Few Lab-Related Medical Errors Are Caused by Lab Operations
When an error occurs involving patient diagnostics, the laboratory itself is rarely at fault directly. That is the finding of an extensive survey of diagnostic-related errors by the patient safety division of the ECRI Institute. The Pennsylvania-based medical quality think tank analyzed more than 2,400 incidents related to laboratories that occurred between 2011 and the […]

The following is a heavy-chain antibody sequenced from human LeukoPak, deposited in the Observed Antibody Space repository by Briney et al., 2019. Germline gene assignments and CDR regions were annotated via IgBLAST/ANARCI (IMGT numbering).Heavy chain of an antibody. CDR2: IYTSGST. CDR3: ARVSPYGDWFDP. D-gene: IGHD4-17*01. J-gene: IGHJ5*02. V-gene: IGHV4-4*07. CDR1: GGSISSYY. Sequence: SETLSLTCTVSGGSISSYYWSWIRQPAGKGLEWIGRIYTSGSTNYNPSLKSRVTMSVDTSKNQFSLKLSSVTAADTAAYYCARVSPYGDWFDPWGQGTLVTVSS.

When an error occurs involving patient diagnostics, the laboratory itself is rarely at fault directly. That is the finding of an extensive survey of diagnostic-related errors by the patient safety division of the ECRI Institute. The Pennsylvania-based medical quality think tank analyzed more than 2,400 incidents related to laboratories that occurred between 2011 and the middle of last year. They were categorized into 14 different types. According to data gathered by ECRI, laboratory-related errors are the fourth-leading cause of medical errors, accounting for about 10 percent of the 287,000 reported to the organization by providers between 2009 and the middle of last year. However, they are the second most-cited error in medical malpractice lawsuits, with awards averaging more than $395,000 between 2008 and 2012. Mislabeled specimens were the leading cause of the incidents, occurring 31 percent of the time. The largest number of errors, 626, or 26 percent of the total, took place in inpatient general care areas of hospitals, particularly in the emergency department. Of the laboratory-related incidents, only 4 percent—or fewer than 100—occurred within the physical walls of the laboratory. Most of the errors—74 percent in total—occurred during the preanalytic phase, when tests are being ordered and specimens are being collected and transported. Data on how much harm the errors caused to patients were incomplete, with the impact of only 42 percent of the events recorded. Among those fully traced incidents, four were harmful enough to lead to a patient’s hospitalization. Another 24 resulted in temporary harm that required medical intervention. The report recommended a variety of ways to reduce errors, most of them related to technology. They included using standardized measures for identifying patients and specimens and keeping them aligned through the use of electronic bar coding and radio frequency identification tags. As for less technologically oriented solutions, the report recommended that labs build a process map or flowchart to understand the sequence of events required to test a specimen and that it be used in conjunction with root cause analysis to pinpoint the origin of any issue. To that end, the report recommended that staff be educated regarding compliance and patients be reminded about the importance of their involvement in the testing process. It also suggested creating a series of team-building exercises designed to break down barriers between the laboratory and patient care staff. “Strategies to reduce diagnostic errors involving laboratory testing must entail all phases of the laboratory testing process and engage all stakeholders in that process,” said Karen P. Zimmer, M.D., medical director of ECRI’s patient safety operations. Takeaway: Although they can be extremely costly, laboratory-related errors rarely take place within the four walls of a laboratory, and most do not rise to the level of causing patient harm.